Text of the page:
I just read an incredible post by Seth Adam Smith about "Why Marriage Is Not For You." At first, I was not sure where he was going, thinking perhaps he would answer that question for me.. why my marriages failed and what was wrong with me. Perhaps I was just meant to be a lone wolf.
Take a moment and read his article.
He hit the nail on the head.
Marriage is not about you or for you. It's for the other person.
When I married Chris, I married him for the wrong reasons. I was 27, sort of tired of dating, and I thought he was basically a good man. He could fix things, he was a great cook, he was funny, and came from a wonderful family. I thought to myself.. "Okay, I can make this work." '
I liked him a lot. Note I did not say love. He was the one who was always showering me with the "L" word, and though I would repeat it, I never really felt it. As our relationship went on (8 years,) little things came up that made me realize he was not as "good a man" as I once thought. 9 different jobs in 8 years, most resulting in failed drug tests. He would go to his best friends house on any given night only to return at 4, 5, or 6am. (Yeah.. right.) I was not attracted to him, and neither of us were really living for the other. I created a life that I liked - I had my circle of friends, my exchange students, my clubs, my job - I stayed really busy. He had his life. Finally we called it quits - and that was that.
My second marriage was different. I married the egyptian in my mid 30s and we remained together for seven years - living together for 4 of those years in America. I was in love with him in every sense of the word. I was incredibly attracted to him, I respected him, I could not find a single thing wrong with him.
He came to America and of course went through an adjustment phase. I knew it would be rough, since I hosted all of those students, I know it takes some time. He did finally adjust, but once the dust settled, he looked at me and realized I could not make him happy. Now, I lived FOR him. I did everything I could to make HIM happy. My friends would often ask why I was paying the bills for him, or why was I dropping everything I wanted to do to help him... but I did it because I loved him and I wanted to make my husband happy.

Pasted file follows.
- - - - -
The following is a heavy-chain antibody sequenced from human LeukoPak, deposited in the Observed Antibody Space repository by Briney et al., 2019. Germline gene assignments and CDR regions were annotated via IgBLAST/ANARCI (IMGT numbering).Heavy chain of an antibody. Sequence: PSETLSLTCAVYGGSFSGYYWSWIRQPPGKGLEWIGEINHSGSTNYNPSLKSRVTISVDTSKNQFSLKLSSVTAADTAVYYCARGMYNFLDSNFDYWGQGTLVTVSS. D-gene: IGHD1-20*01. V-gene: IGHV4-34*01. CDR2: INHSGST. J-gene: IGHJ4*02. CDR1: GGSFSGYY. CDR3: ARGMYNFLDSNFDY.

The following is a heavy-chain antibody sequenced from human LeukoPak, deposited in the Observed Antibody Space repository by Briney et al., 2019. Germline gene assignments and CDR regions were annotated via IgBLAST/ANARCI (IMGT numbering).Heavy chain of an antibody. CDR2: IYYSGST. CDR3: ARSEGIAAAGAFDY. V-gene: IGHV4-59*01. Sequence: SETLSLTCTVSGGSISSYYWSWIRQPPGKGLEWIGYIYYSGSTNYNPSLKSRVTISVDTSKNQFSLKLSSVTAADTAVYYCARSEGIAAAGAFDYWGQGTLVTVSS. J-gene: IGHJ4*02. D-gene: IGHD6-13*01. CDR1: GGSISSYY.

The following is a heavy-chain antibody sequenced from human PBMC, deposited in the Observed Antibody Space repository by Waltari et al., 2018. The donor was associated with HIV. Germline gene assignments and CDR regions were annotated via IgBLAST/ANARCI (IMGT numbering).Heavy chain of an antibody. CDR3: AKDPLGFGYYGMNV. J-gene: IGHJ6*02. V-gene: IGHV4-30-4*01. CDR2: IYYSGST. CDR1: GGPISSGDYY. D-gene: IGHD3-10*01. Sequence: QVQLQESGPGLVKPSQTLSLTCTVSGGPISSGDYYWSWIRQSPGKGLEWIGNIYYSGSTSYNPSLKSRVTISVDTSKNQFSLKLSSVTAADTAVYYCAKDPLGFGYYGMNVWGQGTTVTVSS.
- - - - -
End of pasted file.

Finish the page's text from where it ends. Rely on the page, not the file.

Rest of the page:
But herein lies the problem - it takes two. I was doing all of the work.. and he was checking out.
When I go back to Seth's article, it makes complete sense what went wrong. The problem we had was that only one was trying to live for the other, and it simply can't work that way. If you asked him today, he would tell you that I am a great person, but he just could not live with me. Why? Because he chose not to accept me for me. When I accepted his flaws and all.
The single biggest piece of advice in the article follows:
My dad giving his response to my concerns was such a moment for me.
With a knowing smile he said, “Seth, you’re being totally selfish. So
I’m going to make this really simple: marriage isn’t for you. You don’t marry to make yourself happy, you marry to make someone else happy. More than that, your marriage isn’t for yourself, you’re marrying for a family. Not just for the in-laws and all of that nonsense, but for your future children. Who do you want to help you raise them? Who do you want to influence them? Marriage isn’t for you. It’s not about you. Marriage is about the person you married.”
It was in that very moment that I knew that Kim was the right person to marry. I realized that I wanted to make her happy; to see her smile every day, to make her
laugh every day. I wanted to be a part of her family, and my family
wanted her to be a part of ours. And thinking back on all the times I
had seen her play with my nieces, I knew that she was the one with whom I
wanted to build our own family.
My father’s advice was both shocking and revelatory. It went against
the grain of today’s “Walmart philosophy”, which is if it doesn’t make you happy, you can take it back and get a new one.
No, a true marriage (and true love) is never about you. It’s about
the person you love—their wants, their needs, their hopes, and their
dreams. Selfishness demands, “What’s in it for me?”, while Love asks,
“What can I give?”
So ask yourself in your current relationship or for the future - "WHAT CAN I GIVE?"